The mystery of human nature: the determined evil-doer

A party-political article by Andrew Klavan entitled Shame incidentally gave a splendid picture of one of the key problems of our age (and of every corrupt age):

Over the course of time, I have seen many people ruin and waste their lives. Good people, smart people, talented people who sacrificed the gift of existence to drugs, alcohol, bitterness, self-abuse, fear, and anger. In every case, always, I felt the root cause was unacknowledged shame.

At some point, these people had come to confront — as we all must — their cowardice, their weakness, their dishonesty, or their foolishness. Unable to accept the pain of an honest assessment of their brokenness, they turned their eyes away and practiced denial instead. In an attempt to avoid the agony of their shame indefinitely, they created whole new philosophies of life. If, for instance, they had backed down when they should have stood up, they declared nothing was worth fighting for. If they lied when they should’ve spoken true, they declared truth was an illusion. If they succumbed to desire when they should have resisted, they decided continence was a game for puritans and fools.

In order to feel justified within this new philosophy, they not only had to continue in the bad behavior that shamed them in the first place, they had to condemn any good behavior that held the mirror up to their secret self-disgust. This always involved them in blatant self-contradiction. The person who believed there was no truth would accuse others of lying. The person who said all sexual behavior should be accepted would declare chastity unacceptable. The person who believed tolerance was the highest value would find those who disagreed intolerable.

Ultimately their stratagems of self-deception destroyed their integrity, and their hidden shame festered and ate away…  well, everything; the whole joy of living.

This really does seem to be  a feature of our times.  Who cannot name various bold, determined people, utterly set on doing some mad and evil thing, and equally determined to ensure that no-one may express even the mildest opposition without risk to their reputation, their property, their livelihood or even their liberty?  The reader will be able to give his own examples of this kind of conduct. 

It affects Christians.  Indeed it accounts for the bitter hostility towards Christians and Christianity in the mass media, which conditions the reflexes of most ordinary people.   The author has the current round of Moslem violent protests in mind, and the craven attitude of the media towards them, when he writes:

The people who booed the God of love, now rush to the defense of a hateful Allah. The people who p***** on the Christ of redemption, now bewail the hurt feelings of a damnable Islam.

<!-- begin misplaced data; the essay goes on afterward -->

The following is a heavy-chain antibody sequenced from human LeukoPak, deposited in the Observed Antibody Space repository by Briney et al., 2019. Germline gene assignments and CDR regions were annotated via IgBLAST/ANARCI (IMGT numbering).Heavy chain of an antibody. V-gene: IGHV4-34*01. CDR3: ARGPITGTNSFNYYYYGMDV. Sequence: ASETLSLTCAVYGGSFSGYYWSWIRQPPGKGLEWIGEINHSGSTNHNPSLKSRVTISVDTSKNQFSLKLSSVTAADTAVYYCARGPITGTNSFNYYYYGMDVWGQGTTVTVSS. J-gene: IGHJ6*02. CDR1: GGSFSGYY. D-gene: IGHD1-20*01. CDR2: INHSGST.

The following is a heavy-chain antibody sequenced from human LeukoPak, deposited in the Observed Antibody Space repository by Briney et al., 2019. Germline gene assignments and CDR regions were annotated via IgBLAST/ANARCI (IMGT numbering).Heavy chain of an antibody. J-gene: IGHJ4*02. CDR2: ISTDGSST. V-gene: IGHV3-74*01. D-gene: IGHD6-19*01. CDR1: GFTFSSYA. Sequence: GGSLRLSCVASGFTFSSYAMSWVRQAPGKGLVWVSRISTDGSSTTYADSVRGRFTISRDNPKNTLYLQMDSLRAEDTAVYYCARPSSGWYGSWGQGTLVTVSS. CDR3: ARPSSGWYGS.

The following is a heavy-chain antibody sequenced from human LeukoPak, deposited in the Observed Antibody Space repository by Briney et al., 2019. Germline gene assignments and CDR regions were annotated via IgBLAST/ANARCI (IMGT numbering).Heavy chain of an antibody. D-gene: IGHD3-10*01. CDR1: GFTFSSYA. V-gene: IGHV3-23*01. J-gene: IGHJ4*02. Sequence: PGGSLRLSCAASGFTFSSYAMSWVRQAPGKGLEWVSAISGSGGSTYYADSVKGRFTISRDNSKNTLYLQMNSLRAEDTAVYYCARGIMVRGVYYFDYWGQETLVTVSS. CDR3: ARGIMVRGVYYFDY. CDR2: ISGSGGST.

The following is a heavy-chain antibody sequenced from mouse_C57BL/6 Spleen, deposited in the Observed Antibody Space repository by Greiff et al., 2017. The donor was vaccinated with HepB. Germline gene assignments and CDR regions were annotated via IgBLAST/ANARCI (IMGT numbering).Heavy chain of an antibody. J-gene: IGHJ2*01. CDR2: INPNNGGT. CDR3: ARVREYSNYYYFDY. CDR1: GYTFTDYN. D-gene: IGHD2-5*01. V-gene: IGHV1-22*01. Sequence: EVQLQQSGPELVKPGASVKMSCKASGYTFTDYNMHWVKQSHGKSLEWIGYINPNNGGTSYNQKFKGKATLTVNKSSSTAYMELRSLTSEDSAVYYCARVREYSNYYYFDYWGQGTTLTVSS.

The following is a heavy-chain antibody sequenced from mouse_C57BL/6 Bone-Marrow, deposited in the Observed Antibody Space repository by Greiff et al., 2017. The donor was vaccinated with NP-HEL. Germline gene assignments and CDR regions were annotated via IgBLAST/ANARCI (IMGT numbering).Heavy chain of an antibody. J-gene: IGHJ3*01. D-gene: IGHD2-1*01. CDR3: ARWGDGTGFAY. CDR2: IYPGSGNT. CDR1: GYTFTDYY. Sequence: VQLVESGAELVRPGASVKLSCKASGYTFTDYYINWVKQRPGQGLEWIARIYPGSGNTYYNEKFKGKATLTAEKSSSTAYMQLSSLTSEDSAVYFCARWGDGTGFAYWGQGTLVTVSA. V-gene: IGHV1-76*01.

But there are so many examples one might mention. 

Probably few of us, reading this, have any temptation to this soul-destroying behaviour, because few of us have the power to do so.  But it is an evil, and we need to remember that behind these people is, as ever, a violated conscience.  It is pathetic, therefore, to accept the demands of these people; for they will hold us in contempt for doing so.  They know, and we know, that what they demand is wrong.   We must have the courage to say so, clearly.  They may send us to prison for doing so.  They will deny that is their reason for doing so.  But they will respect us for it.

7 Responses to “The mystery of human nature: the determined evil-doer”


  1. Stuart

    That “Shame” piece was very powerful and insightful.

  2. Roger Pearse

    It was, wasn’t it. Certainly worth highlighting, I thought. And don’t we see so much of that behaviour these days?

  3. Stuart

    Yes we do. I’ve never come across this so succinctly put.

    It’s one of those pieces that makes you think. “That is so true and seems obvious now I’ve read it”

    I’m linking to this post tomorrow.

  4. Maureen

    Well, the worst off won’t “respect” us consciously. But they will get to encounter Truth through us, and have a moment of seeing things in a less cockeyed way. This could help them change in the future, although it’s unlikely that they’ll have a Damascus moment right then. (Though of course people do have sudden realizations also.)

    But playing along with people’s delusions does them no good.

  5. Roger Pearse

    Exactly. Tertullian was led to convert by seeing Christians thrown to the lions. Those who burned a pinch of incense to Caesar got a contemptuous toleration. Those who refused got martyrdom, glory, and converted their persecutors.

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